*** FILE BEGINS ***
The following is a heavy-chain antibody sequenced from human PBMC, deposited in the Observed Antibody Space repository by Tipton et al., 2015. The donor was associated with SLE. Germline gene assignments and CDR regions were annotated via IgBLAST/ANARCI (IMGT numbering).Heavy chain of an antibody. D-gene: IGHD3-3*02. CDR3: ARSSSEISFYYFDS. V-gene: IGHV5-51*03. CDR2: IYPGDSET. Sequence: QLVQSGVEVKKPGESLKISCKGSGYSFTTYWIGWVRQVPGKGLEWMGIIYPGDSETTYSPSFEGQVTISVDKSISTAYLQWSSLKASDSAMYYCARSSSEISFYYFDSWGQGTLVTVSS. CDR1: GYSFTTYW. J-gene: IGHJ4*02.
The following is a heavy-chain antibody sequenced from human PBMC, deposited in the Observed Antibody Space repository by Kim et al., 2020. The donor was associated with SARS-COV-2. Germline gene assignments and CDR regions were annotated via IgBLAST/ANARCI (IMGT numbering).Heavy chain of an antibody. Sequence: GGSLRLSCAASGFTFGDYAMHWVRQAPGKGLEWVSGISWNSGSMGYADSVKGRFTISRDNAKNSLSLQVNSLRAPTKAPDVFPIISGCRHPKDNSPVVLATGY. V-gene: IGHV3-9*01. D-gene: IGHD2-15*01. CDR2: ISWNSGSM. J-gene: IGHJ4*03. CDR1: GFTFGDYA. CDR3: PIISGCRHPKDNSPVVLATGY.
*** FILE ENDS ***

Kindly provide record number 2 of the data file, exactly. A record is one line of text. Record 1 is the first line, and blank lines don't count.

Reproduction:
The following is a heavy-chain antibody sequenced from human PBMC, deposited in the Observed Antibody Space repository by Kim et al., 2020. The donor was associated with SARS-COV-2. Germline gene assignments and CDR regions were annotated via IgBLAST/ANARCI (IMGT numbering).Heavy chain of an antibody. Sequence: GGSLRLSCAASGFTFGDYAMHWVRQAPGKGLEWVSGISWNSGSMGYADSVKGRFTISRDNAKNSLSLQVNSLRAPTKAPDVFPIISGCRHPKDNSPVVLATGY. V-gene: IGHV3-9*01. D-gene: IGHD2-15*01. CDR2: ISWNSGSM. J-gene: IGHJ4*03. CDR1: GFTFGDYA. CDR3: PIISGCRHPKDNSPVVLATGY.